What’s Luck Got to Do With It?

Posted by Lindsay Dubbeldee on 3/17/20 10:01 AM
Lindsay Dubbeldee
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3 Ways to Improve Your Luck in Your Job Search

Whats Luck Got Do Do With It

Several years ago, a psychology professor named Richard Wiseman launched a lengthy study of “lucky people.” Why do some people seem to fare better, succeed more often, win bigger than others? While many of us may shrug these things away as “dumb luck,” or being “born lucky,” Wiseman wanted to discover if “lucky people” actually share habits, attitudes, or other characteristics that lead to their good fortune and if they did, whether luck is something that we can create or build for ourselves.

Well, if you are job hunting, today is your lucky day, because according to Wiseman, there are a number of things that people can do – that you can do to “be more lucky.” We have compiled a list of our favorites for you here. (We haven’t included any charms, four-leaf clovers, or horse shoes but if those things make you feel more lucky, by all means, add them to your list.)

1. "Lucky" People Notice Unexpected Possibilities – and are Open to Them

One of Wiseman’s experiments involved two groups of people: those who had experienced many lucky events in their lives and believed they were “lucky” and those who saw themselves as “unlucky” for the opposite reasons. Members of each group were asked to given the seemingly mindless task of counting the number of photographs in a newspaper. “Unlucky” people took substantially longer to complete the task than their “lucky” counterparts. Here’s why: on the third page, there was a large print box – right next to a photograph – that said, “Stop counting, there are 43 photographs in this newspaper.” The “unlucky” people sailed right past that note and continued counting. But the “lucky” ones were willing to divert that extra moment of their attention to the big clue.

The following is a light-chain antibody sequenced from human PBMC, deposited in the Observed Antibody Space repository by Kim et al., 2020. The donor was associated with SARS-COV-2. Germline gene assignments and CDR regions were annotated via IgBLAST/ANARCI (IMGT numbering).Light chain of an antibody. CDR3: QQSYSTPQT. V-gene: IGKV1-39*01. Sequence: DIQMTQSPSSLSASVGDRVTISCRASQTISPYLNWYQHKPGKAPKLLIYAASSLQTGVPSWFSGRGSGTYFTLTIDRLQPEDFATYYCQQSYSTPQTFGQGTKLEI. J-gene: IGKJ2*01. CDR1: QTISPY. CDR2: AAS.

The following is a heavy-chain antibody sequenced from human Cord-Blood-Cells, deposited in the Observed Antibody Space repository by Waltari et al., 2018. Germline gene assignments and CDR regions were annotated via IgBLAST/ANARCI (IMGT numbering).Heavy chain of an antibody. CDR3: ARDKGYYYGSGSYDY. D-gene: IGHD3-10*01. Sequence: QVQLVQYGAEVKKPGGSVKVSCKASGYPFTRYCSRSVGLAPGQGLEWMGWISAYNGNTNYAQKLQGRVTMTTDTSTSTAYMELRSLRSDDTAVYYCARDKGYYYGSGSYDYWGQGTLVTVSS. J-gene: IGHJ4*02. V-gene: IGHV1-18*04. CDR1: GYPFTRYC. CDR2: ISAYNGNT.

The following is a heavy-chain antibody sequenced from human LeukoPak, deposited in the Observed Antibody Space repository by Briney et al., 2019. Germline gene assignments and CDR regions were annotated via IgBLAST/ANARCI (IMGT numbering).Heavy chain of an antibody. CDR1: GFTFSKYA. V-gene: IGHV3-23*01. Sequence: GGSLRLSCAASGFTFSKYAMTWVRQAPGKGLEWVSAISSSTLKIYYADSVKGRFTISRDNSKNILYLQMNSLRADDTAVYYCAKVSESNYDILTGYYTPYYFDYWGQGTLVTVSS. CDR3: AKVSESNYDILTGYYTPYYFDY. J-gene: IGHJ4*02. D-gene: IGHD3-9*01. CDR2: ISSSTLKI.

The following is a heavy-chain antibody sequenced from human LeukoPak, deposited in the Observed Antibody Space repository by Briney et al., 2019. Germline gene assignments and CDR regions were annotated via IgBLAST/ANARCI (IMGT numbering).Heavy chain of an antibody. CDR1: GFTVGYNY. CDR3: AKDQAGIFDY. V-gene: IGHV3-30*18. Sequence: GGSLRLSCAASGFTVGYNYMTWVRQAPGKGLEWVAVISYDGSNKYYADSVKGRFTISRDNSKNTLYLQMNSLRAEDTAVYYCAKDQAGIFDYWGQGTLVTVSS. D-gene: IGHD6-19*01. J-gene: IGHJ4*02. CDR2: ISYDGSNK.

What This Means in a Job Search

So often we are told that, if we maintain a steely-eyed focus on our number one goal, we are more likely to succeed. But “lucky” people tend to see and approach their priorities differently. Yes, they pursue their goals with vigor – but not with tunnel vision. Instead, these individuals remain curious, attentive, and aware of new opportunities as they emerge. They’re capable of shifting gears because they’re capable of taking in new information and acting on it.

I see this phenomenon play out for candidates more often than you might think. Let’s say you’ve been working with a recruiter as a candidate for a CFO position at a company you admire – and you didn’t get the job. What happens when that recruiter reaches out and says the employer thinks you’d be perfect in one of their line management roles? Unlucky candidates dismiss the call. After all, they’re aiming for CFO. But lucky candidates want to hear all about the role. It really might be an unexpected, “just perfect” opportunity.

2. "Lucky" People See the Best Possible Outcomes – Even During Times of Disappointment